Yesterday I made a run over to Micro Center in Cambridge, just for something to do. I had gone to Harvard Square to absorb some weirdness, shop around and people watch from a sidewalk cafe. So I walked over to my favorite computer emporium to merely window shop. Sigh! In one display area sat the machine I recently purchased, for $500 less than my purchase price a few months ago, The salesman did warn me that prices would drop through the floor in 2-4 months if I wanted to wait. But, Oh no! on that fateful day, I just "had" to have that new PC. I've learned the hard way, that you make your decision, lay your money on the counter, wheel out your purchase....and never look back. I did get a very good deal (price/performance) on the Power Spec box I bought, just felt a bit bummed that a new 350mhz with 11.5 gig was the same price I paid for mine not that long ago.
As I wandered around the store (half to get out of the hot July sun) I noticed that many items were "Windows-98" plug-n-pray ready. The Windows-95 and "97" stuff is taking a back seat to yet another round of "The latest and greatest." Office-97 does everything and 100 times more than I will ever require an office suite to do. I DO like Access, Excel and Word 97 a lot, despite the 100's of meg they took to fully install. But who cares, I have "GIGS" to spare. Perhaps that's what the first settlers felt when they came to this country, "WOW! lookit the limitless expanses of space. We can breed like flies, throw our garbage anywhere, build cities and pave this sucker into oblivion." Of course today, there is much decay, congestion, overcrowding in some areas, as well as a growing laundry list of problems. Every new application I install wants to lay claim to 150-300 meg of disk space, especially those fancy new games.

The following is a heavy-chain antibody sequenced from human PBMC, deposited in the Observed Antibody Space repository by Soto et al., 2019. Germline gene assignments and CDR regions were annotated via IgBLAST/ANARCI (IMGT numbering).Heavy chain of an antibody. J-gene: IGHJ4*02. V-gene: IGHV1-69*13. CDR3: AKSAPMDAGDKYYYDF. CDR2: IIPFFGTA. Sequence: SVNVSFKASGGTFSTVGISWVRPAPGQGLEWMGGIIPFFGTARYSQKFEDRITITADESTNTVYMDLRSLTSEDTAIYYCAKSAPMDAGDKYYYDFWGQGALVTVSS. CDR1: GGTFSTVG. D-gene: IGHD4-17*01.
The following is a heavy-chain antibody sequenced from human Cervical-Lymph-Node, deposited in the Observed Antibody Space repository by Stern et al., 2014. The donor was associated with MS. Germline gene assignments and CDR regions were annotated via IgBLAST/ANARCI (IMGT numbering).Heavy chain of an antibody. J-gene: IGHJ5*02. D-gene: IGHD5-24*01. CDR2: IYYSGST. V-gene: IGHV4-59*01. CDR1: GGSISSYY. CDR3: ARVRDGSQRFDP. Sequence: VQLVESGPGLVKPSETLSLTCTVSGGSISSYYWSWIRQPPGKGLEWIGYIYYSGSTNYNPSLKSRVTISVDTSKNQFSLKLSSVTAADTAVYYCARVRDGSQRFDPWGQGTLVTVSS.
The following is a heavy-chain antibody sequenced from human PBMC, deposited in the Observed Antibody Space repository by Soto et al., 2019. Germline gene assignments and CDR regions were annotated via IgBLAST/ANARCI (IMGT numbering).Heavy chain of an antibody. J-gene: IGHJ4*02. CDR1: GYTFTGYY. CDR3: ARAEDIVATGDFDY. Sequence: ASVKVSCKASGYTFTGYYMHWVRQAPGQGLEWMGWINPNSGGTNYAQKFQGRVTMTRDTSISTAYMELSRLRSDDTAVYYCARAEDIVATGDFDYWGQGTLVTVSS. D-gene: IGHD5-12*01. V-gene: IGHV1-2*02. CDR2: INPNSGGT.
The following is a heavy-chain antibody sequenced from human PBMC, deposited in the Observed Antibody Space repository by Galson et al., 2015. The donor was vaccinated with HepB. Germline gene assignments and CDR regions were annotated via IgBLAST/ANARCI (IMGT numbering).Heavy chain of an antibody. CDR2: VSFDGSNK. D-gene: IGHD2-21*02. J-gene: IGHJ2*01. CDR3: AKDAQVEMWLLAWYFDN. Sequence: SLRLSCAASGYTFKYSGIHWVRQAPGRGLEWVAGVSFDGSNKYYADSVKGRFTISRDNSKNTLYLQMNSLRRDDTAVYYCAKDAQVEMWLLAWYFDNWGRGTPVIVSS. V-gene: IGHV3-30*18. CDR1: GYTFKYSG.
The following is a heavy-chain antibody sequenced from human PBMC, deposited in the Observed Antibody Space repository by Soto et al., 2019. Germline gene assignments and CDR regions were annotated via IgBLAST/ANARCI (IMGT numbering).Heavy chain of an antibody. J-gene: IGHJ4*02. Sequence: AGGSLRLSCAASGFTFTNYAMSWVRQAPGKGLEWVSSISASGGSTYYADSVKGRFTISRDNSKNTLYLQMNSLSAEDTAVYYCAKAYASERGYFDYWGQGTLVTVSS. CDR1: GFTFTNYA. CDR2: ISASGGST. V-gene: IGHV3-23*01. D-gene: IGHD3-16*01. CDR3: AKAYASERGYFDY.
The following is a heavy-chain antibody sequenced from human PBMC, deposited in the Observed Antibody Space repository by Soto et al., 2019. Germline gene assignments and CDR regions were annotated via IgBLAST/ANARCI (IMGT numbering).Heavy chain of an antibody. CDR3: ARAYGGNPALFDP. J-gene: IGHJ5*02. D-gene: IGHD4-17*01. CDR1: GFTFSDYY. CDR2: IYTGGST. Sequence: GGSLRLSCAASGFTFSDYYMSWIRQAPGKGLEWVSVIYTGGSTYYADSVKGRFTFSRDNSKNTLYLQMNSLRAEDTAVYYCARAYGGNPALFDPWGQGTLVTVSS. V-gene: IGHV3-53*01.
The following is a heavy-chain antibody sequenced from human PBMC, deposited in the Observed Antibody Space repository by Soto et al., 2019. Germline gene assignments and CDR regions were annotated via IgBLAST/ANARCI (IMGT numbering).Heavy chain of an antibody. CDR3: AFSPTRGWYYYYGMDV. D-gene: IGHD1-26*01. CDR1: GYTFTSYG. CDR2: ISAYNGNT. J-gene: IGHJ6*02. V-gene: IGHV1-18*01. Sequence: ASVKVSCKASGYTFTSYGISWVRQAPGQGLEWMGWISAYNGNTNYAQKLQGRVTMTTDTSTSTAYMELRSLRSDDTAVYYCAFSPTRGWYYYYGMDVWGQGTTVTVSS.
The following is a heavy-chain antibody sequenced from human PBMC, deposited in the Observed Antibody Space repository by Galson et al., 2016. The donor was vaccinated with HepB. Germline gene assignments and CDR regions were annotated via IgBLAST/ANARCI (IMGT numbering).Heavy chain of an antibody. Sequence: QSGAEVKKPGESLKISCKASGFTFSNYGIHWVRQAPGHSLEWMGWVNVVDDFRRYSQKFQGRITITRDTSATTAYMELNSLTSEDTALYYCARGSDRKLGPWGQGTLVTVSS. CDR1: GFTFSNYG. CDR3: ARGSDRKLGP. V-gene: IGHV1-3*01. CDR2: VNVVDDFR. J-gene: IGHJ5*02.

Be The First Kid On Your Block
I was up in Maine last weekend visiting friends at their Summer home. One couple who was also there had their two kids with them. Now here's the scary part; their 11 year old son kept going on and on about how he desperately "needed" Windows-98. Since my roommie is a certified engineer on many network and other products, he's sort of a guru in many areas. He asked their son, "and why do you NEED" Windows-98?" The kid shrugged, "because everything runs better." The boy doesn't even have a machine that can capitalize on whatever benefits 98 can offer.